Genzyme Corp., a biotechnology company and an unit of Sanofi (SNY: Quote), Friday said ANVISA, Brazil's national health surveillance agency, has approved Lemtrada for the treatment of patients with relapsing forms of multiple sclerosis to slow or reverse the accumulation of physical disability and reduce the frequency of clinical exacerbations.
While Mexico, Canada, Australia and EU have approved Lemtrada, FDA has rejected the compound, a decision Genzyme intends to appeal in the future.
The development of the compound included two randomized Phase 3 studies, as well as an ongoing study. The first study, CARE-MS I, compared treatment using Lemtrada with high-dose subcutaneous interferon beta-1a (Rebif) in patients with RRMS who had active disease or were new to treatment. The second study, CARE-MS II, involved patients who had relapsed while on prior therapy.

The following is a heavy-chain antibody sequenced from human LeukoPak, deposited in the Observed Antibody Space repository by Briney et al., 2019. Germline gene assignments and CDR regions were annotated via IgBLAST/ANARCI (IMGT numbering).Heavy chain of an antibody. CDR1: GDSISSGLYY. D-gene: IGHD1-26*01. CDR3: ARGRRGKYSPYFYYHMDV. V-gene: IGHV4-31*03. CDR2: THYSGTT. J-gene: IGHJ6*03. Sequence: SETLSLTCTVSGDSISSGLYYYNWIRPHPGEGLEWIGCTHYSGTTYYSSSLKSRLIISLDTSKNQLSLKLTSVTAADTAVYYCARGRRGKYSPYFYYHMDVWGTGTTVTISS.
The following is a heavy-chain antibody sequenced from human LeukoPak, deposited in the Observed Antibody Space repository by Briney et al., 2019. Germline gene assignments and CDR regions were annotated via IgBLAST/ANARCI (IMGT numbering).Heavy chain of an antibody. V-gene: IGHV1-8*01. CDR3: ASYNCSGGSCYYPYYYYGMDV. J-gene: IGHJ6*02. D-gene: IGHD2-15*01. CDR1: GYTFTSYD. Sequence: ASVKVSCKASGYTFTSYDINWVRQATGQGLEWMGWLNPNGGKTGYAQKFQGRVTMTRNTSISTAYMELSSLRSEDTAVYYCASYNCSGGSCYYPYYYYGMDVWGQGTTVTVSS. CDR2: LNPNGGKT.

In CARE-MS I, Lemtrada was significantly more effective than interferon beta-1a at reducing annualized relapse rates, said the company. The company also said that in CARE-MS II, Lemtrada was significantly more effective than interferon beta-1a at reducing annualized relapse rates, and accumulation of disability was significantly slowed in patients given Lemtrada versus interferon beta-1a.
The side-effects of Lemtrada include infusion-associated reactions, infections (upper respiratory tract and urinary tract), lymphopenia and leukopenia. Autoimmune conditions and serious infections can occur in patients receiving Lemtrada.
The first course of Lemtrada is administered through IV on five consecutive days, and the second course is administered on three consecutive days, 12 months later.
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by RTT Staff Writer
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